About This Expert
Kurt Andersen is primarily a writer. His new book is Fantasyland How America Went Haywire: A 500-Year History, which Kirkus Reviews says is an “entertaining rant against things as they are,” and Booklist calls “worthy, provocative reading.”
He’s also the author of the bestselling novels Turn of the Century, Heyday and most recently True Believers, which appeared on the best-novels-of-the-year lists of the San Francisco Chronicle and Washington Post. Booklist called it “an ambitious and remarkable novel” of “spellbinding suspense.” According to other reviewers it’s “fiendishly smart, insightful and joyously loopy” (Chronicle); “the best reverie on the 1960s and their legacy” (Fortune); “intelligent and insightful,” “emotionally accurate” and “profound” (USA Today). And Vanity Fair called it “a great American novel.”
Heyday was a New York Times bestseller that the Los Angeles Times called “a major work.” The New York Times Book Review said there is “something moving, a stirring spirit, in the energy of its amazement.” And the Houston Chronicle (and nine other papers) said it “deserves instant acceptance into the ranks [of] Thomas Berger’s Little Big Man, E.L. Doctorow’s Ragtime, [and] Gore Vidal’s Lincoln.” It was included on several best-books-of-the-year lists, including the New York Public Library’s, and won the Langum Prize as the best American historical novel of 2007.
The New York Times called Turn of the Century “wickedly satirical” and “outrageously funny” and named it a Notable Books of the year, while The Wall Street Journal called it a “smart, funny and excruciatingly deft portrait of our age.” It was a national bestseller, and Publishers Weekly called it one of the ten best long novels ever.
In 2009 he published Reset, an “influential” (Huffington Post), “heavyweight” (USA Today) and “inspired and inspiring” (BoingBoing) essay about how America might change for the better follwoing the economic and financial crises of 2008 and 2009.
He has also written for film, television and the stage. He has written screenplays for Walt Disney Pictures and Village Roadshow. During the 1990s he was executive producer and head writer of two prime-time specials for NBC, How to Be Famous and Hit List, starring Jerry Seinfeld and Julia Louis-Dreyfus, and a creator of three pilots for ABC and NBC. More recently he developed prospective series and co-wrote pilot scripts for HBO and Amazon. He helped develop and serves as creative consultant on a Broadway musical about Harry Houdini. He was also co-author of Loose Lips, a satirical off-Broadway revue that had long runs in New York and Los Angeles starring Bebe Neuwirth, Harry Shearer and Andy Richter.
In 2011 he served as a guest Op-Ed columnist for The New York Times. From 2004 through 2008 he wrote a column called “The Imperial City” for New York (one of which is included in The Best American Magazine Writing 2008), and contributes to Vanity Fair (where piece of his won a 2009 Deadline Club Award). He was previously a columnist for The New Yorker (“The Culture Industry”) and Time (“Spectator”). He began his career in journalism at Time, where during the 1980s he was an award-winning writer on politics and criminal justice before becoming, for eight years, the magazine’s architecture and design critic.
He is also host and co-creator of Studio 360, the cultural magazine show produced by Public Radio International and WNYC. It is broadcast on 217 stations and distributed by podcast to almost 1 million listeners in all each week. The show won Peabody Awards for broadcast excellence in both 2005 and 2013.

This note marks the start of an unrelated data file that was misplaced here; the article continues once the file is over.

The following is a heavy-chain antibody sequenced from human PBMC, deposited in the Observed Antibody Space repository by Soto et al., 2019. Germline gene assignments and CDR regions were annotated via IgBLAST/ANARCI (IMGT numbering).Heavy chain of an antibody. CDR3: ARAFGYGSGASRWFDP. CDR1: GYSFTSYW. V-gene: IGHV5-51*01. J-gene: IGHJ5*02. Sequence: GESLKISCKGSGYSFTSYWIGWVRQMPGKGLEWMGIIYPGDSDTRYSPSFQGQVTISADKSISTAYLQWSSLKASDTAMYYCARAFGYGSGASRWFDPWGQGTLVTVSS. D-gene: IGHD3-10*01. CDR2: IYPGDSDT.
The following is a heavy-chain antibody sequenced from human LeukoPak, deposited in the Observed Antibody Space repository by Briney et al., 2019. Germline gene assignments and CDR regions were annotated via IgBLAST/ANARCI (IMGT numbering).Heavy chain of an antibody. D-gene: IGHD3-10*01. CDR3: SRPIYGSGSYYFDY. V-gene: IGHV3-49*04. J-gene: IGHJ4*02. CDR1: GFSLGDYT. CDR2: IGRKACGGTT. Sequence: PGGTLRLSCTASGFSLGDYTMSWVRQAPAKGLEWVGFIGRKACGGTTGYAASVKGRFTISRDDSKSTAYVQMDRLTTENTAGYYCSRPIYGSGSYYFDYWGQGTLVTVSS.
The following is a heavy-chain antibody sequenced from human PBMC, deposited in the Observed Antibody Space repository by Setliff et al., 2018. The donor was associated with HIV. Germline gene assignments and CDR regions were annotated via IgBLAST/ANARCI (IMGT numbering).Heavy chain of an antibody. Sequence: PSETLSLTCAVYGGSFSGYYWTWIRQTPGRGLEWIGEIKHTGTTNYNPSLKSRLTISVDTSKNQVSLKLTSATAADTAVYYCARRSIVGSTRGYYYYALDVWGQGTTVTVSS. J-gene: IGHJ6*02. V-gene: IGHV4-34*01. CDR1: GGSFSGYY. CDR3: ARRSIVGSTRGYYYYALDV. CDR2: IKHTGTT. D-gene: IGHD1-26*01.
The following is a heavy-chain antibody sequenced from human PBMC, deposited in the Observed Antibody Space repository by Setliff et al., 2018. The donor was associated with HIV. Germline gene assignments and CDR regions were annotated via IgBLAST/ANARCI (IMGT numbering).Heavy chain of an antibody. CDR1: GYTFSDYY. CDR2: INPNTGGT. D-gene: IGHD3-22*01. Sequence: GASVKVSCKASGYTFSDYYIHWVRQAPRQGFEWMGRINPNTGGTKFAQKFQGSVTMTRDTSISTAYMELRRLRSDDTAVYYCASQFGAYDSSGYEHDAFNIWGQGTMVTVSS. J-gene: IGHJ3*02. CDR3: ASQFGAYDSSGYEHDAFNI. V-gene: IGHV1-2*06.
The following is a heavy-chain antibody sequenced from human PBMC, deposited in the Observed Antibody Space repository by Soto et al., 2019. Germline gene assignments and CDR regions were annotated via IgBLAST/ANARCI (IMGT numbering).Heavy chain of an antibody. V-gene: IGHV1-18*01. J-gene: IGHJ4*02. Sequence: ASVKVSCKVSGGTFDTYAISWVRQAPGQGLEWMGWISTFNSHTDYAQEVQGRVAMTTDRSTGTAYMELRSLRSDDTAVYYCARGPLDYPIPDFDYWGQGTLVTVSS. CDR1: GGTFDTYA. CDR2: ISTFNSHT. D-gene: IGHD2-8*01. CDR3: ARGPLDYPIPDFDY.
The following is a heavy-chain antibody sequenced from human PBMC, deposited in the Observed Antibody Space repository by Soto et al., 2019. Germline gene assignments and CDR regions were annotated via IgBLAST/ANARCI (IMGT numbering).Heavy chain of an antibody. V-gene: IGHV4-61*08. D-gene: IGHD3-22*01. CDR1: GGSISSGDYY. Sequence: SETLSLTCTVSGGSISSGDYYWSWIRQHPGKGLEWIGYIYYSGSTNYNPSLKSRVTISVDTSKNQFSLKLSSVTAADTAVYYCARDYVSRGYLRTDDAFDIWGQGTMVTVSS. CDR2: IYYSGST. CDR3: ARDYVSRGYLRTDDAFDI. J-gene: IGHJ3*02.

From 2001 through 2004 he served as a creative consultant to Universal Television, co-creating the Trio channel ((and such programs as Brilliant But Canceled) and helping to shape Universal’s other cable programming.
As an editor, he co-founded the transformative independent magazine Spy, which was nominated for two National Magazine Awards, and increased its circulation tenfold and became profitable after just three years. “Kurt Andersen is personally one of my heroes, both as a critical thinker in America and a voice of unique absurdity,” says Colleen DeCourcy, global chief creative officer of Weiden + Kennedy, the largest U.S.-based ad agency in the world. “Spy was sort of what my early humor and political speech was cut on.” He also served as editor-in-chief of New York during the mid-90s, presiding over its editorial reinvigoration and record profitability. In 1999 he co-founded Inside, an online and print publication covering the media and entertainment industries, and in 2004 and 2005 he oversaw a relaunch of Colorsmagazine. In 2006 he co-founded Very Short List, an online service for cultural connoisseurs who would probably never call themselves “connoisseurs.” From 2007 to 2009 he was editor-at-large for Random House, responsible for finding, conceiving, and overseeing non-fiction books.
At the Smithsonian’s Cooper-Hewitt National Design Museum in 2004, he curated an exhibit called “Faster, Cheaper, Newer, More: Revolutions of 1848.” He has since joined the board of trustees of the Cooper-Hewitt, and also serves on the board of the Pratt Institute. He graduated magna cum laude from Harvard College, where he was an editor of the Lampoon. He received an honorary doctorate from the Rhode Island School of Design in 2005, and in 2009 was Visionary in Residence at the Art Center College of Design in Pasadena. He was named by New York magazine as one of the “100 People Who Changed New York,” and by Forbes as one of the “25 Most Influential Liberals in the U.S. Media.” And he was named the 2014 arts Medalist by Harvard College’s Signet Society. He lives in Brooklyn with his wife, Anne Kreamer.
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